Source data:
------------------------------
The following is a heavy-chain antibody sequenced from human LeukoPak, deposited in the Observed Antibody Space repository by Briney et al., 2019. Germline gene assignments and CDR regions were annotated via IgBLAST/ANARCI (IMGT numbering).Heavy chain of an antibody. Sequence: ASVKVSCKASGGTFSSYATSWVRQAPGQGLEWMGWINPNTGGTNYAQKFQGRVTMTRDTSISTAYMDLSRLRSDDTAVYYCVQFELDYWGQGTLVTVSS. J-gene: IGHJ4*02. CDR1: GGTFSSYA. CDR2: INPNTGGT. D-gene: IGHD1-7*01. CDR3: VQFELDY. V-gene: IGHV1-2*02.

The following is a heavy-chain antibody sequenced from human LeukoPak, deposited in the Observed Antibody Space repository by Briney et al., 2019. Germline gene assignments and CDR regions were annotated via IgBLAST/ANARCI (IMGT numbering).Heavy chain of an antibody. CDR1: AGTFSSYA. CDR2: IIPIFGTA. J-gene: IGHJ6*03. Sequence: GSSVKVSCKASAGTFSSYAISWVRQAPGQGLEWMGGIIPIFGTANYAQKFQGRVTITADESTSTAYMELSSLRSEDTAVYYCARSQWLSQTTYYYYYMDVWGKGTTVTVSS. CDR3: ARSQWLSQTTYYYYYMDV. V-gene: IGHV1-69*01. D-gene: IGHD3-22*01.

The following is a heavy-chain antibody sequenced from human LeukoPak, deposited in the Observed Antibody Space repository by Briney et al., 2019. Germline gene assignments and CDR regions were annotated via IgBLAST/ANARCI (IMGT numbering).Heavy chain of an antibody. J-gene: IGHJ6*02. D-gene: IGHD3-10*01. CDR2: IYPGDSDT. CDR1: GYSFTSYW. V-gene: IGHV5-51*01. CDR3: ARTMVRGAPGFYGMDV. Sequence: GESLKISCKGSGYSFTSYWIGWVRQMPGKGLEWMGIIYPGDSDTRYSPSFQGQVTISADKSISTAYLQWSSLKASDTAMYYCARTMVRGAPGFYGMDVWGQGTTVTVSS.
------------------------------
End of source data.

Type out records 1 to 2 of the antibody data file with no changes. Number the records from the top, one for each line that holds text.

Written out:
The following is a heavy-chain antibody sequenced from human LeukoPak, deposited in the Observed Antibody Space repository by Briney et al., 2019. Germline gene assignments and CDR regions were annotated via IgBLAST/ANARCI (IMGT numbering).Heavy chain of an antibody. Sequence: ASVKVSCKASGGTFSSYATSWVRQAPGQGLEWMGWINPNTGGTNYAQKFQGRVTMTRDTSISTAYMDLSRLRSDDTAVYYCVQFELDYWGQGTLVTVSS. J-gene: IGHJ4*02. CDR1: GGTFSSYA. CDR2: INPNTGGT. D-gene: IGHD1-7*01. CDR3: VQFELDY. V-gene: IGHV1-2*02.

The following is a heavy-chain antibody sequenced from human LeukoPak, deposited in the Observed Antibody Space repository by Briney et al., 2019. Germline gene assignments and CDR regions were annotated via IgBLAST/ANARCI (IMGT numbering).Heavy chain of an antibody. CDR1: AGTFSSYA. CDR2: IIPIFGTA. J-gene: IGHJ6*03. Sequence: GSSVKVSCKASAGTFSSYAISWVRQAPGQGLEWMGGIIPIFGTANYAQKFQGRVTITADESTSTAYMELSSLRSEDTAVYYCARSQWLSQTTYYYYYMDVWGKGTTVTVSS. CDR3: ARSQWLSQTTYYYYYMDV. V-gene: IGHV1-69*01. D-gene: IGHD3-22*01.